Promoting Mental Health and Well-Being in Schools
An Action Guide for School and District Leaders
At a Glance
Schools are prioritizing students’ mental health, and there are many tools and resources to choose from. CDC created this action guide as a place to start. It can help school and district leaders build on what they are already doing to promote students’ mental health and find new strategies to fill in gaps.
The action guide describes six in-school strategies that are proven to promote and support mental health and well-being. For each strategy, the guide also describes approaches, or specific ways to put the strategy into action, and examples of evidence-based policies, programs, and practices.
School and district leaders of kindergarten through 12th-grade schools (K–12), including principals and leaders of student support teams.
Provide school and district leaders with strategies, approaches, and practices that can improve students’ mental health.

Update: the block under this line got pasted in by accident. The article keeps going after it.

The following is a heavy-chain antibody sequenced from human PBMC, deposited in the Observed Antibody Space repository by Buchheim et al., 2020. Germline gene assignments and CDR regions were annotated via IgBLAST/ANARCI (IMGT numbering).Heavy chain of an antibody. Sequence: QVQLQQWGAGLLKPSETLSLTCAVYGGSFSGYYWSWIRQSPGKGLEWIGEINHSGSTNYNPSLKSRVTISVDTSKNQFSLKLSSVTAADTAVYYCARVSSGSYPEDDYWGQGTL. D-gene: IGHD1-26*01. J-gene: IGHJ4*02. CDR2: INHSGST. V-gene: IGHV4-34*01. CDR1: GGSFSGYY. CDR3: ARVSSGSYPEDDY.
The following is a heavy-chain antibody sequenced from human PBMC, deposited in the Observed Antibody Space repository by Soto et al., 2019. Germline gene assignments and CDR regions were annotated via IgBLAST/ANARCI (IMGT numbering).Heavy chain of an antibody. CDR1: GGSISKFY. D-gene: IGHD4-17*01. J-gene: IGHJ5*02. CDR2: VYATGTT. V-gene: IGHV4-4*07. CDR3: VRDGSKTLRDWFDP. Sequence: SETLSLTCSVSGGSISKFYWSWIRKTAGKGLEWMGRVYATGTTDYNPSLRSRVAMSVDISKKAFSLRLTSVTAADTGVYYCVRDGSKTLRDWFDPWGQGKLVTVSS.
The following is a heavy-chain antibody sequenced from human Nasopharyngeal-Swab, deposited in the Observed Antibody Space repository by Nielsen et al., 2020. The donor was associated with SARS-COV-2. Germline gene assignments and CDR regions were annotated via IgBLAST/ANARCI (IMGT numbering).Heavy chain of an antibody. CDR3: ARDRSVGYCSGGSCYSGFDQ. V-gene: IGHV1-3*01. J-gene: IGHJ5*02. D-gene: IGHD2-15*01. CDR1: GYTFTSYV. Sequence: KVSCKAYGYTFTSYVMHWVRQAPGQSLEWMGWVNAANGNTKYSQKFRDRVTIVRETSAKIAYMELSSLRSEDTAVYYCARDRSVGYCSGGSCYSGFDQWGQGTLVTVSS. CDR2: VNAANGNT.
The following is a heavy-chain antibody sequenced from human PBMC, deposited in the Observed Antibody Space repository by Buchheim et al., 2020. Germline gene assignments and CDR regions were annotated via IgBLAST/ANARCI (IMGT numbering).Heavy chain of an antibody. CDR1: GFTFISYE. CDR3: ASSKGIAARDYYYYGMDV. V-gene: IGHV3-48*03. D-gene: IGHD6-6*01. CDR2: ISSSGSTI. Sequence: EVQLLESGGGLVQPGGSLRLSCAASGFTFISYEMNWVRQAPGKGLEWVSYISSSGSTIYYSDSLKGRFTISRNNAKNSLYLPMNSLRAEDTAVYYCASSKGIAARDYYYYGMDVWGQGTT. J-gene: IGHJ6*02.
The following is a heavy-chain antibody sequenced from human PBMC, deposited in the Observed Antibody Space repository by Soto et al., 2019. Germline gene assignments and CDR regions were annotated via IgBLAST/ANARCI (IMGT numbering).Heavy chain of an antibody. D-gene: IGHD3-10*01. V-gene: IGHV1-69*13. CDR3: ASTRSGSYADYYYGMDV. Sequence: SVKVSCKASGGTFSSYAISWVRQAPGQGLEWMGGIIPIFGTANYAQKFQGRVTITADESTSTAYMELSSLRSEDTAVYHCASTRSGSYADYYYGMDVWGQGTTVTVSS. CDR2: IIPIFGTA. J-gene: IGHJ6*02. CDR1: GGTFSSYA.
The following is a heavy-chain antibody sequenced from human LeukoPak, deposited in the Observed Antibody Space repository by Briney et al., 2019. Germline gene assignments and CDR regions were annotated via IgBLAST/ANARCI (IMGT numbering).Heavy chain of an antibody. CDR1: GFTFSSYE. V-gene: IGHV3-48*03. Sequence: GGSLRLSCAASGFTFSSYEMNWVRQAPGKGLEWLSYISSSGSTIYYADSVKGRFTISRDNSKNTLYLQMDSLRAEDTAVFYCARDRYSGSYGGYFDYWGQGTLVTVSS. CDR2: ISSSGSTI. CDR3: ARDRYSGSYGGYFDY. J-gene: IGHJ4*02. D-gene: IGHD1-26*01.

CDC has identified six school-based strategies and associated approaches that can help prevent mental health problems and promote positive behavioral and mental health of students.
Multitiered Systems Of Support
Multitiered Systems of Support (MTSS) are used by many schools and districts to support different levels of students’ needs. The strategies in this action guide can align with schools’ existing MTSS to enhance the work schools have already started.
Schools help promote the mental health and well-being of students through education, prevention, and early intervention efforts. They provide an opportunity to reach a large number of youth with strategies that can lessen the impact of negative experiences and improve students’ health and well-being.
- Schools can establish safe and supportive environments.
- Schools can connect students to caring adults and encourage positive peer relationships.
- Schools can give students mental health support and link them and their families to community behavioral and mental health services.
- Schools that promote student mental health and well-being can improve classroom behavior, school engagement, and peer relationships. These factors are connected to academic success.